By Jeremy Herb
The Israelis feel time is running out for them to be able to stop Iran’s nuclear program with a military strike, while the United States is pushing for time to let sanctions on Iran take their full effect.
Obama warned against “loose talk of war” in his speech Sunday, while affirming that he has “Israel’s back” and calling for time so diplomacy and “crippling” sanctions could take effect against Iran.
Netanyahu is looking for assurances from Obama that if Israel does not attack Iran, the United States would follow through with a military strike, if necessary, to stop Iran.
In an interview with The Atlantic published Friday, Obama said the United States “has Israel’s back.”
“I think that the Israeli government recognizes that, as president of the United States, I don’t bluff,” Obama said in the interview.
In addition to Iran, the situation in Syria will get a public airing this week as Defense Secretary Leon Panetta and Joint Chiefs of Staff Chairman Gen. Martin Dempsey testify before the Senate Armed Services Committee on Wednesday.
Sen. John McCain (R-Ariz.) pushed for the Syria hearing, as he and some other senators have called for arming the rebels, who have been pounded by Syrian President Bashar al-Assad’s forces.
The hearing comes after U.S. Ambassador to Syria Robert Ford, who was pulled from the country amid the escalating violence there, testified Thursday at the Senate Foreign Relations Committee.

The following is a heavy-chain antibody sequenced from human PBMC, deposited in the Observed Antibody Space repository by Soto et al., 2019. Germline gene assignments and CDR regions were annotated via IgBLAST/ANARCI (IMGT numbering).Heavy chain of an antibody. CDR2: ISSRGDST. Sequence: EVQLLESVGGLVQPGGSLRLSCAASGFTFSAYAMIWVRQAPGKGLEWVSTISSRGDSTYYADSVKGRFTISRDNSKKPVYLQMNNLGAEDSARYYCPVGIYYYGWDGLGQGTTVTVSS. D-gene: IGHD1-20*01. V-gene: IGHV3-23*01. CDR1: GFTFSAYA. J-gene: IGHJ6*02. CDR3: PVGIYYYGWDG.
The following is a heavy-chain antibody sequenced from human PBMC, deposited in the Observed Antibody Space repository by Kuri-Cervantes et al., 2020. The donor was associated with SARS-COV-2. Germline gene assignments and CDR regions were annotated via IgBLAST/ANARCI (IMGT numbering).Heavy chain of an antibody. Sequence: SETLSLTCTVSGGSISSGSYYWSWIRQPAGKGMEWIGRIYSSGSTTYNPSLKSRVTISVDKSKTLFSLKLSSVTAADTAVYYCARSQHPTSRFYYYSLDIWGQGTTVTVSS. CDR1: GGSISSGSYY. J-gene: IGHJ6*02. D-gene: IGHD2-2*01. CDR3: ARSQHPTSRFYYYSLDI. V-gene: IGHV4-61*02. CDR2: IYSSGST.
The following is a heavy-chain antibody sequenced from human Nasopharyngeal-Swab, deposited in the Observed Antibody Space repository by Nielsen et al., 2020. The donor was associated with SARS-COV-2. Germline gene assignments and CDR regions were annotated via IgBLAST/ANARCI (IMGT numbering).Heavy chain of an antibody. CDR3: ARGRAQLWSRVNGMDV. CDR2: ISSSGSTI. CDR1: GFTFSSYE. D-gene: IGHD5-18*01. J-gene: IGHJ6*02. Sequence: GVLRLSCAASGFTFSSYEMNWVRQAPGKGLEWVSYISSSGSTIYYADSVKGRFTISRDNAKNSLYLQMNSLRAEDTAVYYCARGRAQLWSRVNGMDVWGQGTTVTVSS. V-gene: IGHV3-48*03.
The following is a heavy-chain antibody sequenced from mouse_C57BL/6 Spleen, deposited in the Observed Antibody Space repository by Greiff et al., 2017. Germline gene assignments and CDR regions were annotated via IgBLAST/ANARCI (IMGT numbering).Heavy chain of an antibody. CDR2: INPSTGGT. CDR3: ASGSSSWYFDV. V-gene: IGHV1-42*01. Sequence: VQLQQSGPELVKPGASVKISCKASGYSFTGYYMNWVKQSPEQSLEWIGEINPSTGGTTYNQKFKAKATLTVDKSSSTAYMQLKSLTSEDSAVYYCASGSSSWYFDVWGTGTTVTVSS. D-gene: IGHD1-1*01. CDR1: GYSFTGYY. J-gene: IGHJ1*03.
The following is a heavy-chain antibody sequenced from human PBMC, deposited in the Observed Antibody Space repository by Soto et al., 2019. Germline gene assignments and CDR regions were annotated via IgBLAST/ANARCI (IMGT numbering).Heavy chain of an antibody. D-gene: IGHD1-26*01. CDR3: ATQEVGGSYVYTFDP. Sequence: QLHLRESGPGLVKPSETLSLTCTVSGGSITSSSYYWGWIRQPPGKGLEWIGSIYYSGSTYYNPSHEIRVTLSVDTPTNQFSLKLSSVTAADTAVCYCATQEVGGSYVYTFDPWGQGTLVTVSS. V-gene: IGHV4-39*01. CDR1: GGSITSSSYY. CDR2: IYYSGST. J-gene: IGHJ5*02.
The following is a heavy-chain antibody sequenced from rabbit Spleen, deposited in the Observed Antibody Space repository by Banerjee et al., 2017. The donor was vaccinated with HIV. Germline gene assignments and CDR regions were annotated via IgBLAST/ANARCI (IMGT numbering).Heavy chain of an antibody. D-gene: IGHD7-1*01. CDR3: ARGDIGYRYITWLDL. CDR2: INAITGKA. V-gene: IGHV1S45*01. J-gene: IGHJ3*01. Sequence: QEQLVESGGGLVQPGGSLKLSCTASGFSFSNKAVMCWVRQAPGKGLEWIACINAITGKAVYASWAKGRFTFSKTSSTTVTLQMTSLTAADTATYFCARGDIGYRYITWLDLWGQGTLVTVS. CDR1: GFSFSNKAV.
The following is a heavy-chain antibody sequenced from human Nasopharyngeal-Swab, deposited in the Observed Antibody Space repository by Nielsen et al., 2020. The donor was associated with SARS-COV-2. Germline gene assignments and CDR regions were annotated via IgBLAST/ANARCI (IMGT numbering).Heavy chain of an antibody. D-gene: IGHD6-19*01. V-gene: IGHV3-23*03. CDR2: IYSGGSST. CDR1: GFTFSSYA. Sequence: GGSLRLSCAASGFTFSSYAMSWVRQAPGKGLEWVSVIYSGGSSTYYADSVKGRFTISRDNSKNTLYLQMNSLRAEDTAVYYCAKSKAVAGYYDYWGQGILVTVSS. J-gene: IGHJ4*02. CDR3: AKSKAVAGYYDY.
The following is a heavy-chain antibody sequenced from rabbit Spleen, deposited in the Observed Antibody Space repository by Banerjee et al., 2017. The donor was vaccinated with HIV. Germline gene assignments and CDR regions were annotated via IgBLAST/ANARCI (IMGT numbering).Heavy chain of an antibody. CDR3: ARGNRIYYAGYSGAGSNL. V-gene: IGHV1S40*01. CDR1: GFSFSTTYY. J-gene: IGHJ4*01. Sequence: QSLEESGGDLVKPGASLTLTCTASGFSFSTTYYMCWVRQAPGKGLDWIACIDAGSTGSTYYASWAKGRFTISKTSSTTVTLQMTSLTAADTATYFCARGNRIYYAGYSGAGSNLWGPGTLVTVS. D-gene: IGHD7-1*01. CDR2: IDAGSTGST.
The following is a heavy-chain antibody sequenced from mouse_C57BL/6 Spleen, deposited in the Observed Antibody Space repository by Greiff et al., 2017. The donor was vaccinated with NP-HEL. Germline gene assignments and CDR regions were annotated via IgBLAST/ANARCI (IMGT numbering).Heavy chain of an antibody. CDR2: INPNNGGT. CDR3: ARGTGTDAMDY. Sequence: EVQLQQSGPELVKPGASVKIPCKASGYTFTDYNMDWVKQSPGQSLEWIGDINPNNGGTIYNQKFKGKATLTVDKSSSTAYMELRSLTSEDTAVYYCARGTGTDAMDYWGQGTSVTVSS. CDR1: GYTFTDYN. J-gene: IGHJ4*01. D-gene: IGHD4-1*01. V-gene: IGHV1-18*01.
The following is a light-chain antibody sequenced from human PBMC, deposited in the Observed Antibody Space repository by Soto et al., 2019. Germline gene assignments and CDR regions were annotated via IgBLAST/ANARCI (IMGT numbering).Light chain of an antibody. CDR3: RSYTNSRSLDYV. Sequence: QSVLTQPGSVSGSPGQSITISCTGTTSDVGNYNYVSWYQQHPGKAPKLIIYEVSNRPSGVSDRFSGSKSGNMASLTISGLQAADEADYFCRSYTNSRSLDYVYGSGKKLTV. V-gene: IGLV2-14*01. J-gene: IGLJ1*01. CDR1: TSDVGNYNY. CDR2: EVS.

The Obama administration has said it believes Assad will be forced to relinquish power, but has opposed arming the Syrian opposition at this time, worrying that additional arms could escalate the violence.
Senators at the Ford hearing also expressed concern over who the opposition is, as Ford said it remains divided.
At the same time that Panetta and Dempsey are testifying Wednesday morning on Syria, the House Foreign Affairs Committee will be marking up a bill to impose sanctions on the Syrian government.
Hearings on the 2013 defense budget continue this week in the House and Senate Armed Services committees and House Appropriations Committee, including panels on the Army, Air Force, military personnel and space operations.
Two hearings involve the special operations budget, which would get more funding under Obama’s new military strategy. Special-operations teams have been in the headlines, too, after conducting the mission that killed Osama bin Laden and the rescue of two hostages in Somalia in January.
Adm. William McRaven, who led the bin Laden mission, will testify Tuesday at Senate Armed Services and Wednesday at House Armed Services.
The House panel is also holding a hearing on base closures, which is sure to raise a cacophony of complaints from members of Congress, who have been bipartisan in their opposition to additional rounds of the base closure commission that were included in the president’s budget.